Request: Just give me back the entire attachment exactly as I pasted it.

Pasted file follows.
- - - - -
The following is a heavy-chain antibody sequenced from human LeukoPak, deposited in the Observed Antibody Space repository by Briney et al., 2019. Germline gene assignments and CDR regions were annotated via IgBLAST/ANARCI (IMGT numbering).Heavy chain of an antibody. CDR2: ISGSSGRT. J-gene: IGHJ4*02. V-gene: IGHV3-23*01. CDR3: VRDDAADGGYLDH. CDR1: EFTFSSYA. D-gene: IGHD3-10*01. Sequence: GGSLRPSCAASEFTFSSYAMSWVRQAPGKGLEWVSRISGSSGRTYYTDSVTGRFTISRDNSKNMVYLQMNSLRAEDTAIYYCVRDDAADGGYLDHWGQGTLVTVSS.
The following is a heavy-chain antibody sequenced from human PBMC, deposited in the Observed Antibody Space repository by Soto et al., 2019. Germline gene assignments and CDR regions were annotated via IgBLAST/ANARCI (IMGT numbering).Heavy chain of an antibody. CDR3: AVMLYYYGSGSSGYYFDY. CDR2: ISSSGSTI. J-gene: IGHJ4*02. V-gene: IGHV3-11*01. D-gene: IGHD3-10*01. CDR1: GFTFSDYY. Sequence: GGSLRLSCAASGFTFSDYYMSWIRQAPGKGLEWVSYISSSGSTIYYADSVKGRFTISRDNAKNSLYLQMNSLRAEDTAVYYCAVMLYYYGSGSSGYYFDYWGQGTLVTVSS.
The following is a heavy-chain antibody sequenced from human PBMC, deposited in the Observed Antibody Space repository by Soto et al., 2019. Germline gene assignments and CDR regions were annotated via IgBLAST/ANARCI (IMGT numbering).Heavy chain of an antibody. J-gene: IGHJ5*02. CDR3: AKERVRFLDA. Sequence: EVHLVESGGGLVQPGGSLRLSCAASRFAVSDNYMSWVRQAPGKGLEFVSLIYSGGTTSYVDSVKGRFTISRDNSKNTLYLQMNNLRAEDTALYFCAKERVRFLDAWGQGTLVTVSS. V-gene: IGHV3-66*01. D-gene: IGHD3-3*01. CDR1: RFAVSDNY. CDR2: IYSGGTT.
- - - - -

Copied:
The following is a heavy-chain antibody sequenced from human LeukoPak, deposited in the Observed Antibody Space repository by Briney et al., 2019. Germline gene assignments and CDR regions were annotated via IgBLAST/ANARCI (IMGT numbering).Heavy chain of an antibody. CDR2: ISGSSGRT. J-gene: IGHJ4*02. V-gene: IGHV3-23*01. CDR3: VRDDAADGGYLDH. CDR1: EFTFSSYA. D-gene: IGHD3-10*01. Sequence: GGSLRPSCAASEFTFSSYAMSWVRQAPGKGLEWVSRISGSSGRTYYTDSVTGRFTISRDNSKNMVYLQMNSLRAEDTAIYYCVRDDAADGGYLDHWGQGTLVTVSS.
The following is a heavy-chain antibody sequenced from human PBMC, deposited in the Observed Antibody Space repository by Soto et al., 2019. Germline gene assignments and CDR regions were annotated via IgBLAST/ANARCI (IMGT numbering).Heavy chain of an antibody. CDR3: AVMLYYYGSGSSGYYFDY. CDR2: ISSSGSTI. J-gene: IGHJ4*02. V-gene: IGHV3-11*01. D-gene: IGHD3-10*01. CDR1: GFTFSDYY. Sequence: GGSLRLSCAASGFTFSDYYMSWIRQAPGKGLEWVSYISSSGSTIYYADSVKGRFTISRDNAKNSLYLQMNSLRAEDTAVYYCAVMLYYYGSGSSGYYFDYWGQGTLVTVSS.
The following is a heavy-chain antibody sequenced from human PBMC, deposited in the Observed Antibody Space repository by Soto et al., 2019. Germline gene assignments and CDR regions were annotated via IgBLAST/ANARCI (IMGT numbering).Heavy chain of an antibody. J-gene: IGHJ5*02. CDR3: AKERVRFLDA. Sequence: EVHLVESGGGLVQPGGSLRLSCAASRFAVSDNYMSWVRQAPGKGLEFVSLIYSGGTTSYVDSVKGRFTISRDNSKNTLYLQMNNLRAEDTALYFCAKERVRFLDAWGQGTLVTVSS. V-gene: IGHV3-66*01. D-gene: IGHD3-3*01. CDR1: RFAVSDNY. CDR2: IYSGGTT.